The Sahara is scorching, barren and dusty.

The world’s hottest desert in the world is also one of the largest, covering an area that stretches across the North of Africa from the Red Sea in the east to the Atlantic in the west. In total, it spans 9,400,000 sq km (3,500,000 sq mi) - nearly as big as China or the United States.

In the searing heat of the day it is hard to imagine a more desolate place. But hidden within the vast dunes and swathes of dust are minerals left from an earlier, more fertile time when the region was home to agriculture, along with plants and animals now more commonly found in the savannahs further south.

Today, these minerals continue to support life. But to do that they must first go on an extraordinary journey.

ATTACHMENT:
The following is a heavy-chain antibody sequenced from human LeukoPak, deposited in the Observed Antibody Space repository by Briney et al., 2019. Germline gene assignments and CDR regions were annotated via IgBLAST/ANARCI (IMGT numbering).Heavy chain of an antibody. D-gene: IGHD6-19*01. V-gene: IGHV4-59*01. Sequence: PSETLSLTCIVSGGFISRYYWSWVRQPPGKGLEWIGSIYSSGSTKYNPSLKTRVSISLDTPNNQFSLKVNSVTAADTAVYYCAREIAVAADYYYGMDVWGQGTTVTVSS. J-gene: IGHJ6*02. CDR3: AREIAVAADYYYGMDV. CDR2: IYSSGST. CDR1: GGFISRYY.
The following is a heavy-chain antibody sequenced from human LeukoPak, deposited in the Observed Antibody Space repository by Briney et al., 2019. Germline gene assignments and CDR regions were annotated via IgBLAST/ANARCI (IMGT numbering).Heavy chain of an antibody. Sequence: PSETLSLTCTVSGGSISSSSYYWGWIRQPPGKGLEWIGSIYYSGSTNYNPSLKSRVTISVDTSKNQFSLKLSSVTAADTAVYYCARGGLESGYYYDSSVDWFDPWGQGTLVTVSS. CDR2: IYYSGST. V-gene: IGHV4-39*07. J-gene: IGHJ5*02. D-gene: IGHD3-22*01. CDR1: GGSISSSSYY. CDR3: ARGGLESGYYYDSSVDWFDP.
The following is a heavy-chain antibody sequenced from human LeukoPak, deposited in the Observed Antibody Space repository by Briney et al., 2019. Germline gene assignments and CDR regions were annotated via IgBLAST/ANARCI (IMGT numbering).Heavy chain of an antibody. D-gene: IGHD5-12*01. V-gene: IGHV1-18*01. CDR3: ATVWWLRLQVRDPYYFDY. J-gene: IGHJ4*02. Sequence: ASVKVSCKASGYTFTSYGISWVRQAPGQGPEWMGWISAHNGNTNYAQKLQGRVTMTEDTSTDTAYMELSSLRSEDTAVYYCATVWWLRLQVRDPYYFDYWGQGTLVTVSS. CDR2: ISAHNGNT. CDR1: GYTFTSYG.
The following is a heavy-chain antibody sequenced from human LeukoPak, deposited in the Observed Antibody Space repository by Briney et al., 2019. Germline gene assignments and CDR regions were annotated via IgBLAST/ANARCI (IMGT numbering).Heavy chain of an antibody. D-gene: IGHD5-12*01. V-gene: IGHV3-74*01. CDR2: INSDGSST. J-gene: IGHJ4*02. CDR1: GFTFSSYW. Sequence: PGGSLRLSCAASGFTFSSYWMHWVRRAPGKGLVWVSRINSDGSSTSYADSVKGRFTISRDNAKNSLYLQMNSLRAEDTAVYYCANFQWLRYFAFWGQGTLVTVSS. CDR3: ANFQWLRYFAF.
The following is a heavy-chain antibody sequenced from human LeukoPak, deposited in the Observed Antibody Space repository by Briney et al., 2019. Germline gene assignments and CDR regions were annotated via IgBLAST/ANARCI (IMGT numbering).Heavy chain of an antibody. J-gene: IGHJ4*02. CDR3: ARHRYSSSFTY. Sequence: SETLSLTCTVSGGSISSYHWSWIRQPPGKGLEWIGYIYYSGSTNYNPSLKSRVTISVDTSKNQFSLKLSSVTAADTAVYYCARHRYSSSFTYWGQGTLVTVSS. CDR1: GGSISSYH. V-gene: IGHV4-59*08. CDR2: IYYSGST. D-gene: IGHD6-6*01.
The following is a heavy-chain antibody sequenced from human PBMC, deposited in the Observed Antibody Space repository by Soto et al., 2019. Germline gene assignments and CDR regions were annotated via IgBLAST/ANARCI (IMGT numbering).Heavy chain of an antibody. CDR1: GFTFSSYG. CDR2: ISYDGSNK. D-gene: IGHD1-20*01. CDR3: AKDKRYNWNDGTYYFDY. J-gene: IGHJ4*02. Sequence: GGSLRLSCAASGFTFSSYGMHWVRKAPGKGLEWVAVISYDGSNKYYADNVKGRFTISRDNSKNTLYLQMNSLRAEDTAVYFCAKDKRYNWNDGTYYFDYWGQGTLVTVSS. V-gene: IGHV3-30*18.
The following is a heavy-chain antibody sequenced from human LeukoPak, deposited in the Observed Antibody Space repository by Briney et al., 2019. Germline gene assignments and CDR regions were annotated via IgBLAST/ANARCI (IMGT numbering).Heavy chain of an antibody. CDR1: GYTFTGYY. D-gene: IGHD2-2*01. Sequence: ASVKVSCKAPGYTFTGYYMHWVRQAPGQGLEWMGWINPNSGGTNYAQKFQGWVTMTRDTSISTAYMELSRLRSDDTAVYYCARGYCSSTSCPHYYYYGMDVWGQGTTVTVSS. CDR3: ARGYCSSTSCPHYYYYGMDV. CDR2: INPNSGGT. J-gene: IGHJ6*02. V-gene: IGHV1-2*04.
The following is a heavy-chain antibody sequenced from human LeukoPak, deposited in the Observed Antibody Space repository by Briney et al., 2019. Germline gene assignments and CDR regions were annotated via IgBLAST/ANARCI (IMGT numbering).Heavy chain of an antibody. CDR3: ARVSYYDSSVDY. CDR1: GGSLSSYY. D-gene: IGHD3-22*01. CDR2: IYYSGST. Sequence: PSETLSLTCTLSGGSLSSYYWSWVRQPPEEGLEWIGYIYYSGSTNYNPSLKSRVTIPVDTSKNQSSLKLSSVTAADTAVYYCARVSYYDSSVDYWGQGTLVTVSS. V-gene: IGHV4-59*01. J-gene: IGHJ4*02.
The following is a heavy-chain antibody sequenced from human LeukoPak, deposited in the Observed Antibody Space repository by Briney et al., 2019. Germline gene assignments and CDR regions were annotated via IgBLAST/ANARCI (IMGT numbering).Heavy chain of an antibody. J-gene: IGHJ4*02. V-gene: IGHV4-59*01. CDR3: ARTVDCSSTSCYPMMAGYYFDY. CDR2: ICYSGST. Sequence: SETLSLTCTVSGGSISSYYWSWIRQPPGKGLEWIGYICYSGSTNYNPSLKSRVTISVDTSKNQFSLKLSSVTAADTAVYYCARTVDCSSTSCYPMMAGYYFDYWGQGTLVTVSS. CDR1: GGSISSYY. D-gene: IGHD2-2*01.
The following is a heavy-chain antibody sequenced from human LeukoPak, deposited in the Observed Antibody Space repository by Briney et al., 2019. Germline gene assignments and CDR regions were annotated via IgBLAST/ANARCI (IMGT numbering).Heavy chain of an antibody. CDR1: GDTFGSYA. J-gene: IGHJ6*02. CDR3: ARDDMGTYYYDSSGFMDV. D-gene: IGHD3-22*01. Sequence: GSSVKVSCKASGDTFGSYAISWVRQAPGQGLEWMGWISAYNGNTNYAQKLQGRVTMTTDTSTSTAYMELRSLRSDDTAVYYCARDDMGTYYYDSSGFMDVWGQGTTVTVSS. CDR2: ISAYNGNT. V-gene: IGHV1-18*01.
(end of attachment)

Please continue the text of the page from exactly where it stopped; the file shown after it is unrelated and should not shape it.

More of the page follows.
Blown up into the high atmosphere, this dust is carried across the Atlantic where it falls with the rain across the Amazon rainforest, injecting much needed nutrients into this bio-diverse ecosystem.

In this film Charlie Bristow, Professor of Sedimentology at Birkbeck College, Dr M Sanjayan lead scientist at The Nature Conservancy, and environmental economist Pavan Sukhdev reveal not only the natural beauty of the Sahara but also its hidden ability to nourish ecosystems round the planet.

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